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                A question I get asked a lot by people as a DWI defense lawyer St. Peters is what is the difference between DWI (Driving While Intoxicated) versus DUI (Driving Under the Influence)?  It’s a question that I get quite a bit and it’s one that I’m used to answering.   This article will explain the differences and similarities.


The simple answer is while they are technically two different offenses in Missouri, a DWI and a DUI are both similar.  In both charge the driver is alleged to have been impaired, either because of alcohol (DWI) or because of drugs (DUI).

A driver is ticketed with a DWI when they have been found to have a higher than .08 BAC (blood alcohol content).

A driver can be charged with DUI where they are found to be under the influence of intoxicating substances while driving such that impairs their driving ability.

With a DUI, the intoxicating substance can be over the counter medication, marijuana, prescription medication or even cold medicine.  With a DUI, there is not a BAC to measure but the observations of the officer and the statements of the driver can be evidence of DUI.


In Missouri, the penalties for DWI and DUI are pretty much the same.  Under RSMo. Section 577.010 link: https://revisor.mo.gov/main/OneSection.aspx?section=577.010) , a first offense conviction for DWI or DUI is a Class B Misdemeanor and eight (8) points on your license.  This is in addition to significant fines, up to six (6) months in jail and, perhaps most important, a loss of your license for at least 30 days.

A second DWI or DUI offense is a Class A Misdemeanor.  However, you will now be considered a “prior offender”, with fines up to $1,000, 30 days of community service and a license suspension for one year.  You may also be required to install an Ignition Interlock Device, which won’t allow you to start your car if you have alcohol in your system.

A third DWI / DUI is now considered a Class A felony in Missouri and may include the violator being sentenced to a term of imprisonment.  Fines are even higher and loss of license is much longer.


The bottomline is that anyone charged with a DWI or a DUI in Missouri must act quickly and obtain legal counsel to avoid an automatic loss of license occurring for non-action.  There are immediate impacts of a DWI or DUI conviction and then there are long term impacts, both of which must be understood by someone facing these charges.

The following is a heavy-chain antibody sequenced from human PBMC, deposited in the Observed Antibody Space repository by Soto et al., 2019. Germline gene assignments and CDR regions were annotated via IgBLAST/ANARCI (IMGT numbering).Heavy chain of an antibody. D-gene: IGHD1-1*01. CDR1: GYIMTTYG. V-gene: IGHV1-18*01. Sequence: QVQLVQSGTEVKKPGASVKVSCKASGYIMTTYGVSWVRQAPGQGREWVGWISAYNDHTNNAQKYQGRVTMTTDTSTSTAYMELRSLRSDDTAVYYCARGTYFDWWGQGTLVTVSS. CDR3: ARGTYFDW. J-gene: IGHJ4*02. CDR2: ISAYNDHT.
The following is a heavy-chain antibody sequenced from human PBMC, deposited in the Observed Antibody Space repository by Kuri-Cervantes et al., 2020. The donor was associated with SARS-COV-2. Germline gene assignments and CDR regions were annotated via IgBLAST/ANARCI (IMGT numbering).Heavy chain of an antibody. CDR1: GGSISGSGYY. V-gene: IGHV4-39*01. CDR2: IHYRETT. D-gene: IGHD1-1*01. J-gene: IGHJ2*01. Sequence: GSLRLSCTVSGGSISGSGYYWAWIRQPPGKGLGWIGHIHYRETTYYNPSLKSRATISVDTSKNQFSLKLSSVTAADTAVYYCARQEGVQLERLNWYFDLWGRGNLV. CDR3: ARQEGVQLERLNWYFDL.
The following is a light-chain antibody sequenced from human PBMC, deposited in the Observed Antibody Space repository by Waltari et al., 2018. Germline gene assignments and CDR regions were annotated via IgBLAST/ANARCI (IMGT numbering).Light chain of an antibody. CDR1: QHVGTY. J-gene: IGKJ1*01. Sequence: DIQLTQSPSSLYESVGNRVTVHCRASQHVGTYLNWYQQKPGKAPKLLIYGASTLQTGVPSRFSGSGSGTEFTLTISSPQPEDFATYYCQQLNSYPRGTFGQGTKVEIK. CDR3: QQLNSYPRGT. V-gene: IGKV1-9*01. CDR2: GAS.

An experienced DWI attorney St. Peters can review your case and possibly beat the charges, get them reduced to a lesser charge, or if your case is one that should be plead, help reduce the impact of the penalties.


Missouri Abuse and Lose

Missouri Abuse and Lose

Missouri Abuse and Lose

                 Missouri has strong laws regarding alcohol and other serious traffic offenses.  If you’re under 21, Missouri’s “Abuse and Lose” laws apply.

The statute is Section 577.500.1 and consists of two sections:

Under the first section, the Abuse and Lose law authorizes suspension or revocation of driving privileges if a person under 21 has committed any alcohol related traffic offense, any offense involving possession or use of alcohol while operating a motor vehicle, any offense involving possession of a controlled substance (drugs) or any offense involving the alteration, modification or misrepresentation of a license to operate a motor vehicle.

The length of suspension or revocation varies depending on whether it was a first offense or not.  For a first offense, the period of suspension is 90 days.  An arrest for a second or subsequent offense results in a one year loss of license privileges.

Under the second suspension, a person under 21 can have their license suspended or revoked for any offense involving the purchase, attempted purchase or possession of an intoxicating liquor by a minor or a minor in a visibly intoxicated condition, if the juvenile was over the age of 15 at the time of the offense.

Suspension is for 30 days for a first offense, 90 days for a second offense and a year for a third or subsequent offense.

As with other alcohol related traffic offenses, for your driver’s license to be reinstated, you have to pay the required fee and completed a substance abuse program such as the Substance Abuse Traffic Offender Program, commonly known as SATOP.

Depending on your circumstances, you may be able to get a limited driving privilege for getting to and from school, for doctor visits and for work.

Here’s a link to the DMV’s FAQ about Abuse and Lose:  http://dor.mo.gov/faq/drivers/abuse.php

If you’re under 21 and have been charged with an alcohol related traffic offense such as DWI / DUI or Minor in Possession call our office right away.  We understand this can be a confusing and scary experience.  Knowing your rights and having an experienced lawyer on your side is crucial.